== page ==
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When I heard about this book, the basic idea sounded very appealing, so I had a quick look, and managed to find a very old book in my dad's shelves.
The general idea of The Gods Themselves is that in the near future, a scientist "discovers" an unlimited energy source, called an electron pump, which interacts with a parallel universe. Life on Earth soon becomes dependant on this energy, without thinking of the possible consequences.
The book started in a quite interesting fashion, following a scientist who has found a very dangerous problem with the electron pumps, and is trying to persuade those higher up to shut them down. However, it soon becomes apparent that this first half of the book is not going to go very far, and there is a distinct lack of anything happening in the first section.
The next part of The Gods Themselves is based in the parallel universe which are also involved in the electron pump. Things are very different there, and almost the whole middle section of the book is spent explaining what the beings on this alternate world are like, again, with very little actually happening that impacts on the rest of the book.
The concluding part of the book is the based on the moon, where another huge amount of time is spent explaining what things are like there before anything happens. And when something does happen, it's really quite unexciting.
After hearing about this book being such a "great", I was incredibly disappointed reading it, and finding how boring it was to me.
The Gods Themselves by Isaac Asimov My library find last visit was a battered old copy of this book, which I very much hope is still in print and readily available. (Ever noticed how the best library books often look rather well read?) Although it is set in the twenty second century, I realized this book was quite old because it was science fiction, without a personal computer or mobile phone in sight! At first I found this a reminder that the book had been published way back in 1972, and a lot has changed. However, most of the issues are relevant to today. This issue of sustainability is central to the electron pump, and the misgivings that Denison and Lamont have about Hallam’s pet technology. The personal disputes and the pettiness of Hallam are unfortunately familiar in professions today, as indeed they always have been, for human nature does not change. There is also the issue of genetic engineering, which is current today. There is the issue of prejudice, and the human desire to feel superior to newcomers. There is also love, between Earthman and Lunarite girl, and sexual intrigue at that level interlocking with the scientific intrigue. I found all this quite exciting. The book jumps about a bit, and I suddenly found myself reading about characters in a parallel universe. Asimov’s imagination is apparently limitless, as he conceived new civilizations, new mores, and new life forms. I found this totally intriguing, and yes, love arises, but don’t think you’re going to get any earth style romance here. Sensuousness and love, yes, but none of our usual erotica in the para-universe. This book is a great read, and well worth the effort of flipping back the pages now and then to remind yourself how someone fitted into the story earlier.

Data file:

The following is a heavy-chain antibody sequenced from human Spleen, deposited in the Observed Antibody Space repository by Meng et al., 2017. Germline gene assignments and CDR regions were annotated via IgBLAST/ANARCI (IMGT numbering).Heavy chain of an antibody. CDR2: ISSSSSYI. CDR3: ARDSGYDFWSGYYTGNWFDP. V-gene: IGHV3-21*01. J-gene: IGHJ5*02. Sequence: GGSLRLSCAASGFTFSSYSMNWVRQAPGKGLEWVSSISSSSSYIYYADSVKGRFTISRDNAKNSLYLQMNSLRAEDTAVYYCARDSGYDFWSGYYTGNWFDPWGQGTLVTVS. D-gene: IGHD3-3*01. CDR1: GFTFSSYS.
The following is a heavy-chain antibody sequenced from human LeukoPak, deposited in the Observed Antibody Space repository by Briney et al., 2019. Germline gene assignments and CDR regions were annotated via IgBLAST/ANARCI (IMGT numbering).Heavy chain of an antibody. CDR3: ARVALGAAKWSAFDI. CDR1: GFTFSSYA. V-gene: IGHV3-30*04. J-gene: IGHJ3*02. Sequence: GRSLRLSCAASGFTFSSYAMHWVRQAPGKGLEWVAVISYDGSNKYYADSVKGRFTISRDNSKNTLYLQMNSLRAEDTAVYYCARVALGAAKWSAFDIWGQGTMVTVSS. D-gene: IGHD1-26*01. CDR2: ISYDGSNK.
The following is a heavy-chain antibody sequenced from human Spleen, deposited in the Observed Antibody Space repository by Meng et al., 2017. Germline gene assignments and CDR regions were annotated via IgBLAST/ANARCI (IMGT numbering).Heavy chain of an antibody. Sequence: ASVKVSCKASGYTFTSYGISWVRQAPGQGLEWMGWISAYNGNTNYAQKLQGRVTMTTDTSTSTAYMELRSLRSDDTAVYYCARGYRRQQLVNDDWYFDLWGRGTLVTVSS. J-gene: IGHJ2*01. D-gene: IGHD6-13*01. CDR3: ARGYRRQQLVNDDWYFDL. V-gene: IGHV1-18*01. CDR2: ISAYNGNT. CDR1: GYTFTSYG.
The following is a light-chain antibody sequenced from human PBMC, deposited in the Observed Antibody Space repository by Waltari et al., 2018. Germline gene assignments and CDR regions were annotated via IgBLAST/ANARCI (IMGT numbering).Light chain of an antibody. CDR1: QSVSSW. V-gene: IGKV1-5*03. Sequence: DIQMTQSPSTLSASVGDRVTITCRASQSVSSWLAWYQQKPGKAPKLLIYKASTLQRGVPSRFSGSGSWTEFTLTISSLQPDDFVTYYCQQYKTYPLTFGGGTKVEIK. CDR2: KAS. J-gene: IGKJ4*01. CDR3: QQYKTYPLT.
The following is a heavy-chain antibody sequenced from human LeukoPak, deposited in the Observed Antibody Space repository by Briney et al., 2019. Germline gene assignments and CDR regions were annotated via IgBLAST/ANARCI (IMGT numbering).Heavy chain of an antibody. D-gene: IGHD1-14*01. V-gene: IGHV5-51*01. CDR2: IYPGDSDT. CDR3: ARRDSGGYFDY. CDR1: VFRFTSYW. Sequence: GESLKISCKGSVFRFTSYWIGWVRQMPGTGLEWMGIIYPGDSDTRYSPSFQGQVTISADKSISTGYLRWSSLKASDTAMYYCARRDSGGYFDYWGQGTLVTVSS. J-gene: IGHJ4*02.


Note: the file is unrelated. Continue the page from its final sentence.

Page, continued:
This is the most amazing book I have ever read. Sounds hackneyed, I know, but it's true. It would be my first choice of book in any collection (the nuns at the convent would kill me - I should really choose the Bible first!) This book normally languishes under its normal classification of "Science Fiction". And yes, it is SF, and as a twelve year old, I read it as such. BUT - it is also a beautifully crafted love story, incorporating awakening sexual awareness, love, ethics, coping with society and the pain and joy of parenthood. One and a half decades later, the story is still a good one for me. Honestly, if you haven't read it, it's one of my recommended life experiences, one of which is sugared strawberries, cream and champagne. This book is good.
A new invention brings an unlimited power source, but at what risk? T